Relational Analysis, Part 1
This is a network map of all of Foigny’s friendship groups, color-coded based on sub-network. As you can see, most of the networks are centralized, that is, they are centered around a specific individual, or, in the case of one network, two individuals. This network covers the entirety of the timespan covered by the charter, 1121-1300, and not a snapshot in time.
This is the same network map as above, but with each of the sub-networks condensed into a single node. This view allows us to see the relationship between various groups. The numbers assigned to each group have no particular significance – they are auto-generated by Gephi. The central person of each network is:
- 4 – A collection of anonymous canons of Laon, appearing in the cartulary from 1224-1278.
- 11 – Clement of St-Germain, canon of Laon, appearing from 1240-1244.
- 18 – Gautier de Mortagne, bishop of Laon, appearing from 1151-1178.
- 33 – Albéric de Humbert, archbishop of Reims, appearing from 1211-1219.
- 38 – Jobert, Lord of Vénéroles and Mt-St-Hubert, appearing in 1227 only.
- 40 – Anselm de Mauny or de Bercenay, bishop of Laon, appearing from 1218-1235.
- 45 – Pierre II, lord of Fussigny, appearing from 1253-1262.
- 48 – William de Antogniaco, canon of Laon, appearing in 1240 only.
- 50 – Raoul de Buirefontaine, appearing in 1187 only.
- 55 – Jean I de Châtillon, Count of Blois and Lord of Guise and Avesnes, appearing in 1260 only.
- 56 – Raoul, lord of Marle, appearing in 1249 only, and Enguerrand IV, lord of Coucy, from 1266-1296.
- 57 – Jean de Busancy, canon of Laon and Meaux, appearing from 1216-1228.
- 62 – Marie Pain-et-Lait, citizen of St-Quentin, appearing in 1237 only. This network derives from a single charter, and has been removed from analysis below.
- 64 – Barthélemy de Jur, bishop of Laon, appearing from 1121-1150.
- 67 – Roger de Rosoy, bishop of Laon, appearing from 1174-1202.
Anonymous Canons (4)
By far the largest sub-network centers on the support of a group of unknown canons of the Laon cathedral, spanning a period from 1224 to 1278. It is unclear if this grouping constitutes an innovation or variation in scribal practice or a stylistic trait on the part of de Barthélemy. It is probable that several charters which are attributed to an anonymous canon were issued by one of the other named canons above – Clement de St-Germain, William de Antogniaco, and perhaps Jean de Busancy – and thus the canonry of Laon should be considered as a whole for the purpose of broader analysis.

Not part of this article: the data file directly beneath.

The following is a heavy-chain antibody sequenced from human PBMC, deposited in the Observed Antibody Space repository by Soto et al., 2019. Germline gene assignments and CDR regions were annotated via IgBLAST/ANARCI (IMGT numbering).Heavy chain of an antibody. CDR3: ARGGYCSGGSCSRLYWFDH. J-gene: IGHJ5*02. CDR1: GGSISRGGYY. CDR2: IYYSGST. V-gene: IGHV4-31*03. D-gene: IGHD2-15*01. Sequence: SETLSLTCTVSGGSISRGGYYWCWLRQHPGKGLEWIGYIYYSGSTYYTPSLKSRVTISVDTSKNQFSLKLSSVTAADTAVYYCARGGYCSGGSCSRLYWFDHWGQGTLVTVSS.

Clement de St-Germain (11)
One of the canons of Laon, Clement appears in the cartulary as a source of support for individual charters from 1240 to 1244. He is mentioned elsewhere up to 1247, but nothing further is known about him.
Gautier de Mortagne (18)
Gautier was bishop of Laon from 1153-1174, and appears in the charter as a source of support from 1151 to 1178. This latter date is obviously a scribal error, an error by de Barthélemy, or a deliberate fabrication. He has a distinct connection to the lords of Rumigny, specifically Nicolas IV and V, through Samson, archbishop of Reims.
Albéric de Humbert (33)
Albéric de Humbert, Archbishop of Reims, ruled from 1207 to 1218, and appears in the cartulary from 1211 to 1219. This latter date is most likely either a scribal or editorial error, as his death in 1218 is well-attested elsewhere. Albéric is a figure relatively well-attested in the historical record. As archbishop, he was somewhat of a controversial figure; it was rumored he set fire to the Reims cathedral in order to be able to build a more impressive edifice. He was also active in the Albigensian Crusade, appearing in the Chanson de la croisade albigeois at the August 1212 siege of Mossiac, and in the Fifth Crusade (1213-1221). In the Foigny network, he appears as a supporting authority.
Jobert, lord of Vénéroles and Mt-St-Hubert, appears in the Foigny cartulary in 1227 only as a significant supporter of the abbey. This small network seems to be based entirely on feudal ties.